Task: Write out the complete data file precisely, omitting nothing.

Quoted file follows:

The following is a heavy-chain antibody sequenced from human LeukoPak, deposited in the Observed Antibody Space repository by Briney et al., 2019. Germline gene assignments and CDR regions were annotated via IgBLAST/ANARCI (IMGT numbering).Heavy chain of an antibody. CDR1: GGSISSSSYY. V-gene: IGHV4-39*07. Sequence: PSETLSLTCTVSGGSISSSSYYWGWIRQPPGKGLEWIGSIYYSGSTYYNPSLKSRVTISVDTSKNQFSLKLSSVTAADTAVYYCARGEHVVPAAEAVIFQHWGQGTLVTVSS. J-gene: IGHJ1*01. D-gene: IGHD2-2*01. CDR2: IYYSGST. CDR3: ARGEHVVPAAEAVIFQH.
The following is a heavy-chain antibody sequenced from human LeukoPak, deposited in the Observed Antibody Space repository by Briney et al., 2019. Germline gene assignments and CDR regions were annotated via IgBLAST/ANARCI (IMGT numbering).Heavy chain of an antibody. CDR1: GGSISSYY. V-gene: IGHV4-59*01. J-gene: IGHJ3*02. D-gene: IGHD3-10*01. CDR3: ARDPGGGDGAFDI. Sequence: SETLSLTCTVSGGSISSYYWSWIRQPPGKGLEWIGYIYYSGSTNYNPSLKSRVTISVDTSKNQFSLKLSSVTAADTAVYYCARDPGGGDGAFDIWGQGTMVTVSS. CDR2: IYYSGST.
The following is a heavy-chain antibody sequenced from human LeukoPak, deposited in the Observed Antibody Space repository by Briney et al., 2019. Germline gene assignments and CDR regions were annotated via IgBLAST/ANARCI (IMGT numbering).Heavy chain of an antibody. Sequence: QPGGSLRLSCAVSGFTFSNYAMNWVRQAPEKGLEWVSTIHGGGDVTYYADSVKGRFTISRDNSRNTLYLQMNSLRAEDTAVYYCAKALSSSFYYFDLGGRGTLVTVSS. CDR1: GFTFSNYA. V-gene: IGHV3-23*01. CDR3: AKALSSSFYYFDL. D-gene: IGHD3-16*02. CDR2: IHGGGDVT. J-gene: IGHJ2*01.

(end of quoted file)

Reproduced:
The following is a heavy-chain antibody sequenced from human LeukoPak, deposited in the Observed Antibody Space repository by Briney et al., 2019. Germline gene assignments and CDR regions were annotated via IgBLAST/ANARCI (IMGT numbering).Heavy chain of an antibody. CDR1: GGSISSSSYY. V-gene: IGHV4-39*07. Sequence: PSETLSLTCTVSGGSISSSSYYWGWIRQPPGKGLEWIGSIYYSGSTYYNPSLKSRVTISVDTSKNQFSLKLSSVTAADTAVYYCARGEHVVPAAEAVIFQHWGQGTLVTVSS. J-gene: IGHJ1*01. D-gene: IGHD2-2*01. CDR2: IYYSGST. CDR3: ARGEHVVPAAEAVIFQH.
The following is a heavy-chain antibody sequenced from human LeukoPak, deposited in the Observed Antibody Space repository by Briney et al., 2019. Germline gene assignments and CDR regions were annotated via IgBLAST/ANARCI (IMGT numbering).Heavy chain of an antibody. CDR1: GGSISSYY. V-gene: IGHV4-59*01. J-gene: IGHJ3*02. D-gene: IGHD3-10*01. CDR3: ARDPGGGDGAFDI. Sequence: SETLSLTCTVSGGSISSYYWSWIRQPPGKGLEWIGYIYYSGSTNYNPSLKSRVTISVDTSKNQFSLKLSSVTAADTAVYYCARDPGGGDGAFDIWGQGTMVTVSS. CDR2: IYYSGST.
The following is a heavy-chain antibody sequenced from human LeukoPak, deposited in the Observed Antibody Space repository by Briney et al., 2019. Germline gene assignments and CDR regions were annotated via IgBLAST/ANARCI (IMGT numbering).Heavy chain of an antibody. Sequence: QPGGSLRLSCAVSGFTFSNYAMNWVRQAPEKGLEWVSTIHGGGDVTYYADSVKGRFTISRDNSRNTLYLQMNSLRAEDTAVYYCAKALSSSFYYFDLGGRGTLVTVSS. CDR1: GFTFSNYA. V-gene: IGHV3-23*01. CDR3: AKALSSSFYYFDL. D-gene: IGHD3-16*02. CDR2: IHGGGDVT. J-gene: IGHJ2*01.